I was talking to a friend of mine the other day who would classify herself as a church runaway. I deeply respect this person, and value the conversations I’ve had with her. She exited the church of her upbringing mainly because of the judgmental posture of some of the church people she had known for years. They assaulted the experience of community that she longed for. She observed inconsistency in their words and actions and finally exited by whichever door was closest and never looked back.

The thing is…I can not argue her reasoning! She’s right! Church people often ration out grace and pour out judgment. Grace is too fluid and judgment is very clear, so judgment becomes the “go to.”

Some of the neatest, most incredible people I know are intimately involved in churches…and some of the meanest, most vindictive people I know are involved in churches. The blessing of the church is that everyone is welcome (At least that’s what the marquee says!); and the curse of the church is that it will accept people that no one else would put up with!

And it’s not like the church at one time had it all together and then lost its way! 1 Corinthians deals with a dysfunctional congregation that needed an outside consultant to come in and do a full body analysis! Spain didn’t join the American Colonists in their Revolutionary War fight against England because Americans were “too Protestant!” In other words, they did not belong to the one true church. On the other hand, in the early 1800’s very few Protestants celebrated Christmas in America because it was “too Catholic!” Churches have been prone to pointing their fingers at other churches and shaking their heads in contempt.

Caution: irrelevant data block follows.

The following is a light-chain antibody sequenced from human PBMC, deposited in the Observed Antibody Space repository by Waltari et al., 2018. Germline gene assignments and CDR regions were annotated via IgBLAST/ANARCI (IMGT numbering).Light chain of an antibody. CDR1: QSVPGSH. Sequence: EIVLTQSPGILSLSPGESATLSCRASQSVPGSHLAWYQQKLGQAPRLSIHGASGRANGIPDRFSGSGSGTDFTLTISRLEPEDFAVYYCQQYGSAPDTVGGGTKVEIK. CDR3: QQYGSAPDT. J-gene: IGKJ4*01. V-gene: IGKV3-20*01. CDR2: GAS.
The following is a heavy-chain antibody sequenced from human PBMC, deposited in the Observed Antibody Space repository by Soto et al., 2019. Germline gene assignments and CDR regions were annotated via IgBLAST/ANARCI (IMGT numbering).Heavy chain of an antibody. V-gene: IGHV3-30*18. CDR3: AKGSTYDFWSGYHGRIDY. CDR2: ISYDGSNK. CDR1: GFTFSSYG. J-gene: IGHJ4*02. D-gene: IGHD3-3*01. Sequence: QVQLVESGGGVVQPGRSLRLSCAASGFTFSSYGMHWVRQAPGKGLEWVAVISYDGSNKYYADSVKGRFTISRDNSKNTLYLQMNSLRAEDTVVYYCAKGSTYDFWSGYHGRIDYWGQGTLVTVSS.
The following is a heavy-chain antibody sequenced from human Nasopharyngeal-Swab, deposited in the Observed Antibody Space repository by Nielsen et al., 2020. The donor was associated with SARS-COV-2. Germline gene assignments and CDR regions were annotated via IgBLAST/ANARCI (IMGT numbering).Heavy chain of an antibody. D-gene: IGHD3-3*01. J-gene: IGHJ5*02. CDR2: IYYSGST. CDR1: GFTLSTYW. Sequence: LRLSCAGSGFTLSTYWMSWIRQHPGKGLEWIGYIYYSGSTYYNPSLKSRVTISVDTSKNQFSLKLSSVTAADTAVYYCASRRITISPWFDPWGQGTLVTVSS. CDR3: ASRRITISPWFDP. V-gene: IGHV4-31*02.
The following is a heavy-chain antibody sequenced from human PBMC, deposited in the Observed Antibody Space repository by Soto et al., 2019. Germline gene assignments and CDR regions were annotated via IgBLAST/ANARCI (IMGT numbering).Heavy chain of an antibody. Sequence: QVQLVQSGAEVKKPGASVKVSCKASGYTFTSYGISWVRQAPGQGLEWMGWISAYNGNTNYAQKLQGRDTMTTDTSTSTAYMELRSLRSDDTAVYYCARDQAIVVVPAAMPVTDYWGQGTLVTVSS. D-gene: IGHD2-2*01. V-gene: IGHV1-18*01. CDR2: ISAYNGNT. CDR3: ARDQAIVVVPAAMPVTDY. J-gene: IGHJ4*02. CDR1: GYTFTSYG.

And so many churches are no longer seen as being safe locations but places that are caustic. And we have no one to blame but ourselves!

Here’s the interesting, and perhaps disturbing, thing! I feel much more comfortable having a conversation with my church runaway friend than I do with a lot of people who sit in pews each Sunday morning. I’m not sure what that says about me, but it is a bit unsettling!

The End of Grace (Tree)

July 5, 2017

WORDS FROM W.W.                                                           July 5, 2017

                                    

On January 9th of this year a wind storm whipped through our area, registering speeds of 103 miles per hour. Power lines were downed, semis were overturned, shingles were blown off roofs, fences collapsed, and trees were uprooted.

At our house the “Grace Tree” lay on its side like the family pet hit by a car. Hospice didn’t need to be called. It had been put out of its misery already!

The “Grace Tree” was situated in the front yard of our house to the side of the driveway. It had been about five feet tall when we moved in eighteen years ago. At the Day of Reckoning it was about fifteen feet in height, but…ugly in appearance. Our former neighbor, David Volitis, labeled it “the ugliest tree ever.” Think teenager with a bad case of acne…and warts…and missing half of his front teeth!

Across the street at McGillivray’s another pine tree has the look of one of those special trees that gets chopped down and re-situated in front of the White House at Christmas time. It looks like it could be the inspiration for a few Thomas Kincaid paintings.

And the thing is…that tree and our Grace Tree were planted at the same time. Now they looked like the Homecoming Queen and her ugly sister!

What our tree reminded me about…every time I pulled into our driveway…was the grace of God. It got harder to look at every year. Instead of growing wider each year, like me, it just kept growing taller with no increase in width! Each time I arrived home to see it standing there I would say to myself, “If not for the grace of God…” Every year I thought about borrowing our neighbor’s axe and going “Paul Bunyan” on it, but I held off. Every time I saw the homely pine I thought about how undeserving I was of God’s blessings.

“If not for the grace of God…”